Australia supporting health improvements in Ethiopia

Media release

14 July 2012

Australia’s partnership with Ethiopia to support improvements in health care is achieving remarkable results, especially for the well-being of mothers and young children.

Parliamentary Secretary for Foreign Affairs Richard Marles said Ethiopia had made real improvements in the health sector and was on track to meet its Millennium Development Goal targets for child health.

"We are seeing more women and babies surviving childbirth and greater rates of immunisation of children. There’s been a significant increase in the number of community health workers trained and public health messages are being more effectively delivered," Mr Marles said.

Mr Marles, who is in Ethiopia to attend the African Union summit, visited the Degem district in the North Shoa Zone of Oromia region where he met front-line health workers and local families to see some of the progress being made in expanding services to the rural poor.

"I am pleased to see how Australia’s support is helping the people of Ethiopia and the substantial contribution we are making to improvements to child and maternal health in the region."

Australia is providing $43 million over four years to support efforts to strengthen national health programs in Ethiopia. This is part of a five-year $140 million Australia-Africa Maternal and Child Health Initiative in Eastern Africa.

The report of the 2011 independent Ethiopia Demographic and Health Survey (DHS) documents impressive achievements since 2005. For example, infant deaths have decreased by 23 per cent, under-five deaths have decreased by 28 per cent and the number of women using contraceptives has doubled.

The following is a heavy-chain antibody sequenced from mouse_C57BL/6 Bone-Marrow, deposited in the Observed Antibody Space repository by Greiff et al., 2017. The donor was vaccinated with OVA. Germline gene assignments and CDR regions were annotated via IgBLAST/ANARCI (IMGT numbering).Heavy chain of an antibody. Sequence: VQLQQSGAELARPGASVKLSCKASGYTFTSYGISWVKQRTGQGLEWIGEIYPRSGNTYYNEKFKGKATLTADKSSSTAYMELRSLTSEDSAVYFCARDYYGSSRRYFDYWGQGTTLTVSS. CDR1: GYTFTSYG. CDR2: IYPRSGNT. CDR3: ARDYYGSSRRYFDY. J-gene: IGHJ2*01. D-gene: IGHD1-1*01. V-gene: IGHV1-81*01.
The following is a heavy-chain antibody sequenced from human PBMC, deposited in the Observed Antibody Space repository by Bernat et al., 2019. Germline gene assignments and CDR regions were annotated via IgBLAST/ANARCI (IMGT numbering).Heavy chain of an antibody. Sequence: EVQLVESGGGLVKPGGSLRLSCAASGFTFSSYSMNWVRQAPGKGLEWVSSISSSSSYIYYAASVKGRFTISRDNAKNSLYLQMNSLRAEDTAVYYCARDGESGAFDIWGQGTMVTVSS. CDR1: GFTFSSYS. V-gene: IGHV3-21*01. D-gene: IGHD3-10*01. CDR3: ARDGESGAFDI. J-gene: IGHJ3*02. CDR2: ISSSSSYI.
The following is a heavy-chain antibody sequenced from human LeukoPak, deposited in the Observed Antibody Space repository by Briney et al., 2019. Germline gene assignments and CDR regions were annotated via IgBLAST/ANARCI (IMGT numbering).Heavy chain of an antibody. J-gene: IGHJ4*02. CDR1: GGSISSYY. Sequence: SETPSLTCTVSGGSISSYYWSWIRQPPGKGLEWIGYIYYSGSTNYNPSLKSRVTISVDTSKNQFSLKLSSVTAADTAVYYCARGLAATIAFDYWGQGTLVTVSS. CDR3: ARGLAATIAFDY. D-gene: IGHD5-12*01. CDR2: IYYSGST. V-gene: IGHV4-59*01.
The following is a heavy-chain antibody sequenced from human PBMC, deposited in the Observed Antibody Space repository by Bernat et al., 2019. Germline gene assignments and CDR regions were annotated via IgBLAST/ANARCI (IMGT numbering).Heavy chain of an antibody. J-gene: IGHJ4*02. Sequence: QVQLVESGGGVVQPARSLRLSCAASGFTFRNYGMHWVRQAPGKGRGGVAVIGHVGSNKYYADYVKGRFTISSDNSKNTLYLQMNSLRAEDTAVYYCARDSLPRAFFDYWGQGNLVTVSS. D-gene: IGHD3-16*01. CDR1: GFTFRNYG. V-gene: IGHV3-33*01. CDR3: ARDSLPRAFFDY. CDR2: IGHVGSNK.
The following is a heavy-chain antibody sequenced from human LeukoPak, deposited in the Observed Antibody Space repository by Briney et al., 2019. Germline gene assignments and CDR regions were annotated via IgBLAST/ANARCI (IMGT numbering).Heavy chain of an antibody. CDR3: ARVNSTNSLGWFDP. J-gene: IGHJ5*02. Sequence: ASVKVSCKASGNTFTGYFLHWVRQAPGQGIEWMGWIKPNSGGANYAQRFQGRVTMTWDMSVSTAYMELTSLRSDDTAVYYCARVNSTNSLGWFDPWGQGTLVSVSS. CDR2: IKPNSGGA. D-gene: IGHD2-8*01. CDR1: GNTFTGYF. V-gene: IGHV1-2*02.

A recent study has shown that improved access to contraception for women in developing countries could reduce global maternal deaths by nearly one-third.

The Ethiopian Federal Ministry of Health’s program, with the assistance of funding from Australia, is widely acknowledged as one of Africa’s strongest-performing central government health programs.

A number of health targets have been established under the program, including;

  • An increase in the number of midwives trained and deployed from 2,002 to 8,635;
  • An increase in deliveries attended by skilled birth attendants from 18% to 62%;
  • An increase in measles immunisation to 90%;
  • A reduction in maternal deaths from 590 to 267/100,000 live births;
  • An increase in contraceptive use to 66%; and
  • A reduction in infant deaths from 77 to 31/1000 live births.

"I have been encouraged to see how Australia’s assistance in Ethiopia is translating into real improvements in people’s lives," Mr Marles said.

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